We named the tour the Bridges Tour because of the number of interesting bridges we went over, under or passed by along our route.
Our route continued along the off road section of Route 7, this was the General Wade's Military Road section, so it wasn't long before we came across a fine example of one of his bridges, Sluggan Bridge crosses the River Dulnain at Sluggan.
About a mile after Sluggan Bridge the rough track joined a minor tarmac road all the way into Carrbridge, where The Old Bakery Coffee Shop did fine mid morning bacon rolls and coffee and also filled up all our water bottles.
In Carrbridge Route 7 splits with the option of either an on road or off road route towards Chapleton; we chose the off road route which meandered through woodland before climbing out onto open land on the flanks of Docharn Craig, the views across the Spey Valley to the Cairngorms were pretty spectacular. We met up with the on road route at Chapleton and followed Route 7 into Boat of Garten on a mixture of cycle path and road; in Boat of Garten Route 7 splits again with the option of an on road section to Coylumbridge on the East side of the River Spey, or a traffic free section following the Speyside Way to Aviemore on the West side of the river. Our route followed the Speyside Way on a well surfaced path into Aviemore, with a bit of minor on road riding through the Dalfaber Estate.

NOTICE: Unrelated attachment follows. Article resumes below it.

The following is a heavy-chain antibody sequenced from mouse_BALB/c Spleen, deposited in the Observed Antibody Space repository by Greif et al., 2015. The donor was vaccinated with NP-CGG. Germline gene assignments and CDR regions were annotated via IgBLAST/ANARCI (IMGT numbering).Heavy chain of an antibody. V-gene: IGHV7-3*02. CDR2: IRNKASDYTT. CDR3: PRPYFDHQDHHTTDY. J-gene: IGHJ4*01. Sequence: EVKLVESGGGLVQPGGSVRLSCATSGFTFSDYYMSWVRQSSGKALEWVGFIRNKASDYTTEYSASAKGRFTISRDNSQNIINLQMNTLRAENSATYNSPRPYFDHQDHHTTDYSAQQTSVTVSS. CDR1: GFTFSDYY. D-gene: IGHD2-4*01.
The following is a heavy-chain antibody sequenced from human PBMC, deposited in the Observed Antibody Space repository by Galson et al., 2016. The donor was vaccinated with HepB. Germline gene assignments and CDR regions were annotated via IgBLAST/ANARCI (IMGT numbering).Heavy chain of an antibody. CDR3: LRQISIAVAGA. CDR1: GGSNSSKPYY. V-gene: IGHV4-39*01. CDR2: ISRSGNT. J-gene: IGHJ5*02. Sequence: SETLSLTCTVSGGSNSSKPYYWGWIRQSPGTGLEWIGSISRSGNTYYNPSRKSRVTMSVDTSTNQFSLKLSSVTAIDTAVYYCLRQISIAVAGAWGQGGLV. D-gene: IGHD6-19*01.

After picking up supplies in Aviemore we followed Route 7 to Coylumbridge and headed up the on road section (now on the Western side of the River Spey) towards Boat of Garten. After about 5 miles, just after Auchgourish, we took a track to the right towards Tulloch, the track has a "Unsuitable For Motor Vehicles" sign, but the track is fine for cycling. Once the track turned back to tarmac at Tulloch, we followed the minor road through the Abernethy Forrest into Nethy Bridge, the RSPB Osprey Centre at Loch Garten is located nearby and is worth a visit.
From Nethy Bridge our route followed the B970 towards the A95 and Grantown on Spey; at the junction with the A95 we crossed the road and followed the Speyside Way and crossed the Spey on the old Spey Bridge, before heading into Grantown on Spey through the Anagach Wood.
After a fish and chip tea and replenishing our water bottles in Grantown on Spey, we picked up the Dava Way at Dulicht Bridge, adjacent to the large Caravan Park and commenced the long gradual climb to the summit. The Dava Way follows the route of the old railway between Grantown on Spey and Forres, the surface varies from pretty good to very rough and there are some very wet sections, the summit section on Dava Moor is remote, exposed windy. Again we wild camped just after the summit, where the track passed through a small section of forest and a old sleeper fence provided good shelter from the wind (GR012367), but when the wind dropped the midges were merciless.
This three day on & off road tour started off as a challenge to create a 2-3 day circular tour based on my friend Mike's home town of Nairn.